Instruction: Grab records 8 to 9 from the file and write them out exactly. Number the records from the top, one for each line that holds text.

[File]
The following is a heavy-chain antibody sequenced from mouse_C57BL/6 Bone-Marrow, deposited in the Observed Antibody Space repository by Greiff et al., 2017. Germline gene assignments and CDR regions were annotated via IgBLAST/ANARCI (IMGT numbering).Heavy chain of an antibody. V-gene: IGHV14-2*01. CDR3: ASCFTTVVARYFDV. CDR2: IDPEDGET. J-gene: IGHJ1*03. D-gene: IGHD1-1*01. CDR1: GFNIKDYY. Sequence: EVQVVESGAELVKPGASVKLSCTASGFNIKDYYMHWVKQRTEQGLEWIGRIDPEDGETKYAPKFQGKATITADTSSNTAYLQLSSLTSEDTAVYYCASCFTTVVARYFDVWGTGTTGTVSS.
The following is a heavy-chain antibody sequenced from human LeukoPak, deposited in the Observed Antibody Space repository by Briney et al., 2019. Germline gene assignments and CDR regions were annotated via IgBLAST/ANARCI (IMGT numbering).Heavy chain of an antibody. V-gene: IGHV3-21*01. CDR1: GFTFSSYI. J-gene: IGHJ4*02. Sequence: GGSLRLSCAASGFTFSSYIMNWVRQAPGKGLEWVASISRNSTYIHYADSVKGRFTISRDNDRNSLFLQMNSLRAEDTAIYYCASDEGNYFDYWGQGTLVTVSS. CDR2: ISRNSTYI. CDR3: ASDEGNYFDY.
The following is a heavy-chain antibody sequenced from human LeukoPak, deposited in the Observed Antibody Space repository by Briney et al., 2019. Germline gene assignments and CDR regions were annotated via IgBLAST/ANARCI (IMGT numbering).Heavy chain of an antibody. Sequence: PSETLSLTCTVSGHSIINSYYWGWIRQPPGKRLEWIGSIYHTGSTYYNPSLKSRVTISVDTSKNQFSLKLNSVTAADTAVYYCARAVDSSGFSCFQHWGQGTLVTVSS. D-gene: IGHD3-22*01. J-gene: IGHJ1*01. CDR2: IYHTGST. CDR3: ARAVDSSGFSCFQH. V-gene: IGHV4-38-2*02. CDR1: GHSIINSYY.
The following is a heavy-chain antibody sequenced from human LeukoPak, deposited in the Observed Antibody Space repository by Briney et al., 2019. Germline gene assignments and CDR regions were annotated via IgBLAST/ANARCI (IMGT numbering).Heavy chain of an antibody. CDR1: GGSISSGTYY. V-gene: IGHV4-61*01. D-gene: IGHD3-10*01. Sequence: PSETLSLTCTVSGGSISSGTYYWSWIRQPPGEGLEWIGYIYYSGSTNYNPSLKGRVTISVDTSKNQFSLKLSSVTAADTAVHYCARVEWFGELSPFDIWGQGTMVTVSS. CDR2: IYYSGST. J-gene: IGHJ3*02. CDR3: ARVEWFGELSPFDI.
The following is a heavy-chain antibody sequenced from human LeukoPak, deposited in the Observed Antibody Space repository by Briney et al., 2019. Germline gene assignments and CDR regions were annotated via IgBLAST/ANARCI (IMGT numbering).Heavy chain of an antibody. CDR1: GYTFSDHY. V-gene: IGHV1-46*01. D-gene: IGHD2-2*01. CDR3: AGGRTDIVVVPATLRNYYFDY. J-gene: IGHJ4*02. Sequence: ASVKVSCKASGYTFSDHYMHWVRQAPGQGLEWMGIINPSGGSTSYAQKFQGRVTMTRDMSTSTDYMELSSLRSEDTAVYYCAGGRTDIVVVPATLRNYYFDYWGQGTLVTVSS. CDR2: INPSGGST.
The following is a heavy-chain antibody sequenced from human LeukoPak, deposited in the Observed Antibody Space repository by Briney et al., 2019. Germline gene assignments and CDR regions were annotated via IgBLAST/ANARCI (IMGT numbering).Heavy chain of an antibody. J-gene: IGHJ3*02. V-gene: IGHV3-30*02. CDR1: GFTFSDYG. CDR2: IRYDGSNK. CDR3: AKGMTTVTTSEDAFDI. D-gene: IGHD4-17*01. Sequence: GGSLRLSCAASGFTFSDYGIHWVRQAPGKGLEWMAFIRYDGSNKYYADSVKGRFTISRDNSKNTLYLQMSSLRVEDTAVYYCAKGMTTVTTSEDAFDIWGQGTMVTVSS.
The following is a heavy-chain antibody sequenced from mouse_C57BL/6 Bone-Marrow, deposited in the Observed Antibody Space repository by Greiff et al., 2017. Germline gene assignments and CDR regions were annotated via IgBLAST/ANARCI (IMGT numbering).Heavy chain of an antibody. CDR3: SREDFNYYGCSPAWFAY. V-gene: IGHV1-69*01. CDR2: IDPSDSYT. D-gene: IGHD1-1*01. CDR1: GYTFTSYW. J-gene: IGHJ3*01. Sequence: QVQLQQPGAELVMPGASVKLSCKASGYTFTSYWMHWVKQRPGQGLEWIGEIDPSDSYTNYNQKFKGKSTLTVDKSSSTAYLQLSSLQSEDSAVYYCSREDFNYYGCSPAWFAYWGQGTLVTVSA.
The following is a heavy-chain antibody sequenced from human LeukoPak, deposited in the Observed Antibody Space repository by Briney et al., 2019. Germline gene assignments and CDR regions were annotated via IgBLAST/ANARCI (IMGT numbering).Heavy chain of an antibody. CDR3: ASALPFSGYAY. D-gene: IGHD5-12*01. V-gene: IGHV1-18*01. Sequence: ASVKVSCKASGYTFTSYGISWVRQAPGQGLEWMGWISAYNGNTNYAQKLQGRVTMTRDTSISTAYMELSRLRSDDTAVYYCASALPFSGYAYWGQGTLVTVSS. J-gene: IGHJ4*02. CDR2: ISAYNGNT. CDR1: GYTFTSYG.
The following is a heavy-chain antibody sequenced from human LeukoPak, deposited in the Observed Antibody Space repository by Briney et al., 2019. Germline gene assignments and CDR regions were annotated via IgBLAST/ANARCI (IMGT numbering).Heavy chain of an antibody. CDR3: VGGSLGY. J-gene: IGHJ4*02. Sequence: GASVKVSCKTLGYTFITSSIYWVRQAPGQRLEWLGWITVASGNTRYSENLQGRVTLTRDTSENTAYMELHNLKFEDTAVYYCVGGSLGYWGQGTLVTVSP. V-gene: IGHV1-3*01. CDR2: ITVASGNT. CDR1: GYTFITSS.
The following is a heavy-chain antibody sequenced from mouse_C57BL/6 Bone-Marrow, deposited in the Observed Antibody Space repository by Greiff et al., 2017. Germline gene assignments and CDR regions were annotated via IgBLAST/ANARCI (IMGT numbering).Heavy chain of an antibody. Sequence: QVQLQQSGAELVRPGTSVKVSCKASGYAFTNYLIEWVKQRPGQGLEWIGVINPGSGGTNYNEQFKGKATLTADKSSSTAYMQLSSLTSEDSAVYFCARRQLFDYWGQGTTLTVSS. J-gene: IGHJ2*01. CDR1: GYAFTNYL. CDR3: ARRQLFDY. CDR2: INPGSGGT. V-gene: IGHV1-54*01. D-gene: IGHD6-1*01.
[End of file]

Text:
The following is a heavy-chain antibody sequenced from human LeukoPak, deposited in the Observed Antibody Space repository by Briney et al., 2019. Germline gene assignments and CDR regions were annotated via IgBLAST/ANARCI (IMGT numbering).Heavy chain of an antibody. CDR3: ASALPFSGYAY. D-gene: IGHD5-12*01. V-gene: IGHV1-18*01. Sequence: ASVKVSCKASGYTFTSYGISWVRQAPGQGLEWMGWISAYNGNTNYAQKLQGRVTMTRDTSISTAYMELSRLRSDDTAVYYCASALPFSGYAYWGQGTLVTVSS. J-gene: IGHJ4*02. CDR2: ISAYNGNT. CDR1: GYTFTSYG.
The following is a heavy-chain antibody sequenced from human LeukoPak, deposited in the Observed Antibody Space repository by Briney et al., 2019. Germline gene assignments and CDR regions were annotated via IgBLAST/ANARCI (IMGT numbering).Heavy chain of an antibody. CDR3: VGGSLGY. J-gene: IGHJ4*02. Sequence: GASVKVSCKTLGYTFITSSIYWVRQAPGQRLEWLGWITVASGNTRYSENLQGRVTLTRDTSENTAYMELHNLKFEDTAVYYCVGGSLGYWGQGTLVTVSP. V-gene: IGHV1-3*01. CDR2: ITVASGNT. CDR1: GYTFITSS.